On the passing of Gerard Houllier, Steven Scragg reflects on the Frenchman’s early years in Liverpool, and how it led to the Anfield dugout and the hearts of supporters.
We called him Ged.
A sponge of a city, it listens to stories and it absorbs knowledge, then it takes something learned and adds it to the character of the landscape. People come and go, but for those who fall in love with the city of Liverpool, they leave a part of themselves here, and in return, they take a part of the city with them.
Gerard Houllier was one such person. He made an impact in Liverpool long before he became manager of the football team that plays in red.
In the late-1960s Ged came to Liverpool, where he honed his skills as a schoolteacher, embraced the culture of the city, imbibed a drink and a conversation or two in the local pubs, and became hooked on Liverpool FC and their iconic manager, Bill Shankly.
Lest we forget that Houllier came to Liverpool in 1969, lived on Falkner Street, taught at Alsop, stood on the Kop and drank in the Royal Oak. A Scouser from Pas-de-Calais.
— Dan Fieldsend (@danfieldsend) December 14, 2020
On the left, 2nd row from the bottom. Gérard Houllier, teacher at Alsop Comprehensive School 1969-70.
— Sean (@shornKOOMINS) December 14, 2020
He made his first trip to Anfield for a Fairs Cup game against Dundalk. He took a visiting friend along with him, a friend by the name of Patrice Bergues. Liverpool won, 10-0, on an evening when Ray Clemence made only his second appearance for the first team.
Bonds were formed and lasting memories were made. Peter Robinson, the Liverpool club secretary, was to become a new friend, and when Tottenham were in search of a new manager in succession to Peter Shreeves, in 1986, Robinson suggested Houllier to his White Hart Lane counterpart.
Tottenham appointed David Pleat instead, and to be fair to him, he put a very good team together that should have won something in 1986/87.
Ged had just taken Paris Saint-Germain to their first-ever French First Division title, in 1985/86, just as Kenny Dalglish was leading Liverpool to the league and cup double.
Prior to PSG, he had already caused a stir in the lower divisions of the French domestic game, before lifting Lens into the top flight and onward into European competition.
Falling into the employment of the French Football Federation in 1988, he took up the positions of technical director and assistant to Michel Platini, when he was brought in as the head coach of the French national team in succession to Henri Michel.
And so started a 10-year odyssey that stretched from the founding of a national centre of football development at Clairefontaine to World Cup glory at the Stade de France in 1998, via his own spell in charge of the national team for the qualifiers for the 1994 World Cup.
The biggest disappointment of his career, Ged failed to take France to USA ’94, undone by a succession of misfortune.
While the dream was ended in a feud-inducing last-minute goal, conceded in the last qualifier at the Parc des Princes against Bulgaria – the outcome of which forever pitted Ged and David Ginola as arch-enemies, after the future Newcastle, Tottenham and Everton star gave possession away only to see the ball swept down the other end and into the France net – it had only come to such a knife-edge situation because of last-minute goals conceded in previous qualifiers against Sweden and Israel, too.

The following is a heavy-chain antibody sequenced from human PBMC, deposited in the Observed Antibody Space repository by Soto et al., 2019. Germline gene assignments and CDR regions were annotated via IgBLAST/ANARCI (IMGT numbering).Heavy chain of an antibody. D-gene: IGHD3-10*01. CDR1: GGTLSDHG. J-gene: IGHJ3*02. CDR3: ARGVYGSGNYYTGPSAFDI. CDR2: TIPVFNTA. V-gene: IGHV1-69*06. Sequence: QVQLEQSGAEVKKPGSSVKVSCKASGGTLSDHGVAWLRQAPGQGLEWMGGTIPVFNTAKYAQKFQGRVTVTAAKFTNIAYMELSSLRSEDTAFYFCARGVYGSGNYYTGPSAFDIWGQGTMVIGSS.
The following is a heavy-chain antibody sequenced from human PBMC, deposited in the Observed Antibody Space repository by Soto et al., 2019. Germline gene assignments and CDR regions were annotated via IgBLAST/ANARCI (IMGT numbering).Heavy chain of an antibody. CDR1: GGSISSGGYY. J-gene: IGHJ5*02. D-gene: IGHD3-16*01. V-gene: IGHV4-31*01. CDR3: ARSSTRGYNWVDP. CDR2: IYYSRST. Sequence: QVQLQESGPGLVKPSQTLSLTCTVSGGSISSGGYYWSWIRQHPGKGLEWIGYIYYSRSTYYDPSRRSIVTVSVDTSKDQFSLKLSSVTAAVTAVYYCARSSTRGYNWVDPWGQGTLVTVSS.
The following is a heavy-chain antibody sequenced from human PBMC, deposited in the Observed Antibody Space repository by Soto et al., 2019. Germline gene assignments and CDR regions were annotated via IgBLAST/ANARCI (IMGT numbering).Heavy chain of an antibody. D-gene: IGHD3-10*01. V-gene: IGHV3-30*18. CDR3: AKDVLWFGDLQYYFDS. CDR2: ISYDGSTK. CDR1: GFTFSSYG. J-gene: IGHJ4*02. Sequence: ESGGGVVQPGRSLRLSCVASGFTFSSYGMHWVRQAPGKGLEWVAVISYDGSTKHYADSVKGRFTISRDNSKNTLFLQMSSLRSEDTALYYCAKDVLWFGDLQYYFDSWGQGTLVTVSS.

While it would have been easier for Ged to walk away from the French Football Federation at that stage, he instead sunk further into his commitment, dedicating his focus to the technical director role, and overseeing the under-18, and under-20 age groups, while Aime Jacquet came in to lead the senior team.
It was within the glow of World Cup glory, partly powered by the first generation of graduates from Clairefontaine, that Ged was coaxed to Anfield, initially into a misguided co-managership with Roy Evans.
Evans had come close to leading Liverpool back to the promised land, but frustration had kicked in.
League Cup success in 1995 should have been a springboard to further glory, but the loss of the 1996 FA Cup final, followed by the meek finish to the 1996/97 title race and the European Cup Winners’ Cup semi-final defeat, ironically to PSG, were all heavy body blows.
Even the third-placed finish in the Premier League in 1997/98 felt like a sidestep at best.
Within this, Evans was massively unfortunate. These were days when third and fourth didn’t gain you Champions League qualification, and the importance of being in it was growing exponentially, year-on-year.
In many ways, Evans’ style of football was markedly more expansive than that of Ged’s, who insisted on a more rigid framework compared to the flexibility and freedom Evans gave his players.
What Ged did, however, was that he went to war on the remnants of the drinking culture and Spice Boys ethos that still swirled around the club.
Combined to the work of Arsene Wenger at Highbury, these two figures, often mocked as professorial in their approach to the game, instigated a systematic change in English football that paved the way for what we see today.
Ged took the reigns in his own right after Evans departed, the latter feeling he had been dealt an impossible hand. A ruthless vision emerged, and in the summer of 1999, among a raft of others, Paul Ince and David James were ushered to the exit door, while Steve McManaman couldn’t be persuaded to stay.
Inward bound came Sander Westerveld, Stephane Henchoz, Vladimir Smicer, Titi Camera, Erik Meijer, and most impressively, Sami Hyypia and Dietmar Hamann, where they were allied to young domestic talents such as Jamie Carragher, Dominic Matteo, Jamie Redknapp, Danny Murphy, David Thompson, Robbie Fowler, Michael Owen and the fast-developing Steven Gerrard.
While some would stay the course, others would drop away. Gary McAllister was brought in, to many an eyebrow initially being raised, while Emile Heskey arrived for a club-record fee. Markus Babbel’s signing was a major boost, while everybody was delighted when Ged snared Jari Litmanen.